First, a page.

Posted - October 25 2011 : 09:47:50
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Question: Jim asks, "Do you have a network card for Windows 98?"
Answer: Good question, Jim. Yes, I have one. There are some challenges, though. The primary challenge is in finding drivers for Windows 98. Look, if your computer works, and does what you want, keep it, and keep it running. I have a computer at home that started its life running Windows 98. The motherboard is so old it doesn't even have a built-in network adapter. We just retired a computer at our church that is still running Windows 98. It was retired because we got an opportunity to upgrade to one running Windows XP, not because there was anything wrong with it. But the big problem is finding drivers, because for instance, floppy drives have largely gone away and have been replaced with USB flash drives. Windows 98 drivers don't often exist for these devices, and Windows ME was the first version to support them natively. So, just be aware you're going to run into problems finding device drivers. If you do find them, make sure you save them on a CD somewhere so that if your hard drive dies, you'll have them. I recommend that procedure for everyone, even if you don't have an older system, because at some point, your computer will be old.
Listener Update: A listener called in and asked why we don’t mention Linux in connection with older systems. Good catch. Older hardware will generally run Linux very well since its hardware requirements are usually less than for Windows. It's also free (most distributions, anyway) and you can use OpenOffice.org or LibreOffice to get your business productivity applications for free as well.
Cool Site: BeAGuide.About.com: The past few weeks we've featured websites that help you make some extra money. This week we're continuing the theme with about.com. Who hasn't done a Google search and had one or more results come up from about.com? That only happens because people write for the site. If you're particularly knowledgeable about a topic, then go to beaguide.about.com and get set up as a guide. Then, you can begin to write articles and about.com will pay you for them. According to our source for this, makeuseof, you can make $500-$8500 per month based on your performance. Not only are they looking for writers, but they are looking for videographers as well. The process for becoming a writer for the site is an application process wherein you submit an online application to be a guide on a particular topic. They want people who are experts in the topics they need articles for. As a guide you work online and set your own flexible schedule. There's a two-part online orientation and evaluation program that potential guides go through. The site's staff is available to help you get story ideas, build an audience, and improve the reader's experience while reading your articles. You'll need 10-15 hours per week to devote to writing if you get selected.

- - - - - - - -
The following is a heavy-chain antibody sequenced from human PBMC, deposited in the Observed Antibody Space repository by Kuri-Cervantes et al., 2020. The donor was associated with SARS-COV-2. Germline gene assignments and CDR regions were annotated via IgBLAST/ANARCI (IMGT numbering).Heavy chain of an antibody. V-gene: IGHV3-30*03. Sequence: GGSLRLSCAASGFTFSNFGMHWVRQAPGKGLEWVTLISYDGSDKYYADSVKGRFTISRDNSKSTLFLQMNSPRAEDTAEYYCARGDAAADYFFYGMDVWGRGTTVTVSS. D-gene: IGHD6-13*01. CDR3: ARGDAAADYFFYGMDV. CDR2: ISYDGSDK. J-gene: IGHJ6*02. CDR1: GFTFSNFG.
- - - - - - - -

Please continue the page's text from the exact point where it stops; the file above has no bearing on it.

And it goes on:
Cool Gadget: ManyCam: This week's gadget is a software gadget – and it's free. ManyCam works with your webcam to let you do some really fun and interesting things. I'll have an example when I post the video for today's show. One of the things you can do with the program is to share your webcam with multiple applications simultaneously, which you normally can't do. You can add text to the video window, you can add animations to your window; and the greatest thing… You can add graphics to your image. You can do green-screen type effects (without a green-screen), you can don a pair of sunglasses, or googley eyes, or a hat, even a whole new 3D head on the image of your face in the camera. You can even make it look like it's snowing. I almost forgot, you can also draw on the video. New effects can be downloaded from their website or you can create your own. You can even broadcast videos, pictures, or a playlist instead of your webcam image.
Cool App: MrNumber: This week's app is for iPhone, Android, and Blackberry. It's similar to last week's app, in that you can make sure that callers are aware when it's OK to call you and when you're busy. But this goes further and lets you block unwanted calls from telemarketers, stalkers, anyone. You can blacklist numbers that you never want to get calls or texts from. A log tells what was blocked and why. There's a reverse phone number lookup feature that works differently on the different platforms. On Android and Blackberry, you can have that feature for free if you choose to share your contact list with Mr. Number. If not, it's $1.99/month. If you have an iPhone, you pay $0.99 for every 20 reverse lookups, but there's no sharing option.
It's All "Geek" To Me: Hexadecimal: Today's term is hexadecimal. This is a term you are definitely familiar with if you've ever done much programming, or web design, or anything like that. Hexadecimal is a numbering system like binary or decimal. Decimal is what we use all the time. In the decimal number 123, the 3 is the one's digit, the 2 is the ten's digit, and the 1 is the hundred's digit. Each of those digits is ten times larger than the one to its right. Binary and hexadecimal work the same way. With Binary, each digit is only two times the size of the one to its right, so you'll have a one's digit, a two's digit to its left, then a four's digit, etc. With Hexadecimal, each digit is 16 times as large as the one on its right. So you'll start with a one's digit, then a sixteen's digit, and so on. Now, with hexadecimal, we run out of number characters at 9, but still need 6 more single-digit characters, so they use the letters A-F to represent the numbers ten through fifteen in a single character.
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